HS: What a sight! Did you ever smell it again afterwards?
TR: I did. But no crying!
HS: What was the first perfume you wore?
TR: That was Happy by Clinique. Today, it would be kind of too much for me.
HS: How did you find it?
TR: I smelled it on someone else. That’s how I find all of my fragrances. When I smell one on someone else that works well with their chemistry I walk up to him or her and ask: “What are you wearing?” Even if it’s a total stranger.
HS: What perfumes do you wear nowadays?
TR: I wear a few. One of them is Stella, by Stella McCartney. I noticed it on a woman when I was waiting tables in a restaurant. I walked by her and it smelled incredible.
HS: Do you wear different perfumes for different occasions?
TR: Yes, I switch between two or three different scents. When it’s warmer outside I like them a little bit sweeter like Stella. When it’s colder I prefer the more masculine ones: Legend by Mont Blanc, for instance, or Bulgari Pour Homme.
HS: You moved to New York nine years ago. Does it smell different here compared to Los Angeles?
TR: Very different! L.A. is such a car-oriented city so you really smell a lot of exhaust. And here, you do smell exhaust but what is much more obvious is the steam rising through the grates of the subways, exhalations rising from cracks in the pavement. You’re always aware that there is an underbelly to this city. It smells so old and musty — very moist and dank.
Then there are the rats and roaches. It’s so out of control here. And that has a smell, too. As if rodents were running their own world beneath our feet. You walk into a building and you can tell if there is a cockroach problem because their waste smells. It’s a musty, old, cardboard smell with a little bit of sweetness. Or when you smell dead mice or rats in the trash. You know instantly that you’re smelling death — and it’s absolutely terrifying!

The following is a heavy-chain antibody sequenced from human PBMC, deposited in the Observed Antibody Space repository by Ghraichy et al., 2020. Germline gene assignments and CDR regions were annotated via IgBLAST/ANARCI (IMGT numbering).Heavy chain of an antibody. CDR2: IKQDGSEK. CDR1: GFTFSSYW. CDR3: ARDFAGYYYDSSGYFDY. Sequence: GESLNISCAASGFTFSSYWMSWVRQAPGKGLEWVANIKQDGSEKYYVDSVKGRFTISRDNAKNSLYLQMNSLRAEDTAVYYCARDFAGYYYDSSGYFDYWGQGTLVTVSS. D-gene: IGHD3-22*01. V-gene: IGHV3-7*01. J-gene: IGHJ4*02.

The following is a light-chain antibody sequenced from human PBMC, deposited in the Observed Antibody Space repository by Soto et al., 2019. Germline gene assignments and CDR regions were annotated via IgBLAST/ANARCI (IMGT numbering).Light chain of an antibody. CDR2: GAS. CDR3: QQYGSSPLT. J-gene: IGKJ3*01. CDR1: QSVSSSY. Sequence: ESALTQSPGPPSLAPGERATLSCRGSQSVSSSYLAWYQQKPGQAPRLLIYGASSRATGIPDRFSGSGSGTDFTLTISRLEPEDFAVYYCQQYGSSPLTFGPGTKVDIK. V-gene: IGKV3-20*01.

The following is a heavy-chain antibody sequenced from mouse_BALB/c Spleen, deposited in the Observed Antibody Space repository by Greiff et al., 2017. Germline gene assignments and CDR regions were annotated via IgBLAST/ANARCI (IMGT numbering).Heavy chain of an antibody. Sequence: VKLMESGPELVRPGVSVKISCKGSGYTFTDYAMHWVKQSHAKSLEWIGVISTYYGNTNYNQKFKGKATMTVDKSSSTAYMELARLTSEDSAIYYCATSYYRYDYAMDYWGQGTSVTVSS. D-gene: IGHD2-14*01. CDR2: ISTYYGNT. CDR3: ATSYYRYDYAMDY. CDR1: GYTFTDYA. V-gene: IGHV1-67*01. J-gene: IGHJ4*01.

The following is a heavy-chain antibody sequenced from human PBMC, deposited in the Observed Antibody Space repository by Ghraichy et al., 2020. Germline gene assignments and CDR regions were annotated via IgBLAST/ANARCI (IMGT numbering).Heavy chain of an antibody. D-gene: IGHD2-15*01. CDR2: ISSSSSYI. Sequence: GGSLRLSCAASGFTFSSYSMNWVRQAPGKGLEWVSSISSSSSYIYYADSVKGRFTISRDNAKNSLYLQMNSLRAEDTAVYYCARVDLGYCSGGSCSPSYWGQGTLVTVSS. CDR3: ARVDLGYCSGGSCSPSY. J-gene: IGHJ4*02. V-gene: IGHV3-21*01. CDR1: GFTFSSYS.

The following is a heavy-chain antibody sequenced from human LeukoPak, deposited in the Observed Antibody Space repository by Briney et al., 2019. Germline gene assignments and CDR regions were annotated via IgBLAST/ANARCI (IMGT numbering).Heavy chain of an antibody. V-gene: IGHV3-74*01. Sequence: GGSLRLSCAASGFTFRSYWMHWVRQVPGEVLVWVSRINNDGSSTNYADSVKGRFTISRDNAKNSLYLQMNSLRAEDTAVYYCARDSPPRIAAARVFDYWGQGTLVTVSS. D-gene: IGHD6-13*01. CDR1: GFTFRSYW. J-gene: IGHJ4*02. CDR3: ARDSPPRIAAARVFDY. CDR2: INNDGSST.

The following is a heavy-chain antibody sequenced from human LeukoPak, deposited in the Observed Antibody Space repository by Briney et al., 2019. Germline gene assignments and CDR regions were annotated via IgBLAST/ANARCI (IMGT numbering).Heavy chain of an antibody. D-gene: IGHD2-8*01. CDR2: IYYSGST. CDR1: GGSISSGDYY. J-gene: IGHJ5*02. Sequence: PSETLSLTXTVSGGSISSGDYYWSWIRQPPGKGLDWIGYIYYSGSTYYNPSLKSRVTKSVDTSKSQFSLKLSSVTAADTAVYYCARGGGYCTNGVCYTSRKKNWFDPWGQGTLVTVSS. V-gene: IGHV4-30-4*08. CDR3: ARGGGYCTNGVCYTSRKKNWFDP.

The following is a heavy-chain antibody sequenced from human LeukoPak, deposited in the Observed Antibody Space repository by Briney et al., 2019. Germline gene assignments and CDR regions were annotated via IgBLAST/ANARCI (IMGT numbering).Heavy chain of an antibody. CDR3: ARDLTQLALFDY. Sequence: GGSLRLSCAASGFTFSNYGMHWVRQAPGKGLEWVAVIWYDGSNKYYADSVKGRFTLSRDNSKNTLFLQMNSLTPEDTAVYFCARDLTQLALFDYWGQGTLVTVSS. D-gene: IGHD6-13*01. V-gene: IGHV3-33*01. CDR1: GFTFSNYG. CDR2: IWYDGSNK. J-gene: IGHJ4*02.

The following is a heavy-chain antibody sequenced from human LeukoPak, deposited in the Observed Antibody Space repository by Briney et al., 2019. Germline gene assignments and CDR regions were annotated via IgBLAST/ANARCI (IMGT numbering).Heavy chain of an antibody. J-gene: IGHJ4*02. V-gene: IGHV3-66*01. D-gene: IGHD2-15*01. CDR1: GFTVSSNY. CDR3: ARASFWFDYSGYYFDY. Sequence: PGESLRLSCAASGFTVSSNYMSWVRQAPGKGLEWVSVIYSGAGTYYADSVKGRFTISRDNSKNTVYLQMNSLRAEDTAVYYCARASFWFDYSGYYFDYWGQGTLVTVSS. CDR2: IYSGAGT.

HS: L.A. has a very different climate.
TR: Absolutely. In New York you have garbage everywhere in the streets. During summer it’s just unreal because it decomposes so much faster. In L.A. it’s also hot during summer but dry. There’s also a different trash system with concealed containers. You don’t see trash in the streets.
HS: Do different parts of New York have a different smell?
TR: The worst is Chinatown during summertime … It can make you nauseous, because all of the seafood, meats and exotic things you don’t see in regular supermarkets are out in the heat, and the humidity brings them to life. My nose is really sensitive so I have to walk in the middle of the street because on the sidewalks it’s too much. It makes your eyes water.
HS: Do you notice the olfactive situation you are in when you perform on stage?
TR: I do notice the smell of sweat and body odor, the humidity from people, mixed with alcohol. To me this is the smell of excess and means people are having fun and we are doing a good job! Sometimes you can smell it when people are exuding drugs from their pores. You can smell the chemicals. There is a particular smell of cocaine being pushed out of the pores when people are dancing and celebrating. It’s just a sign of a good party. It’s a good thing! In a different situation of course I would not appreciate that smell. It would have a different meaning.
HS: Thank you!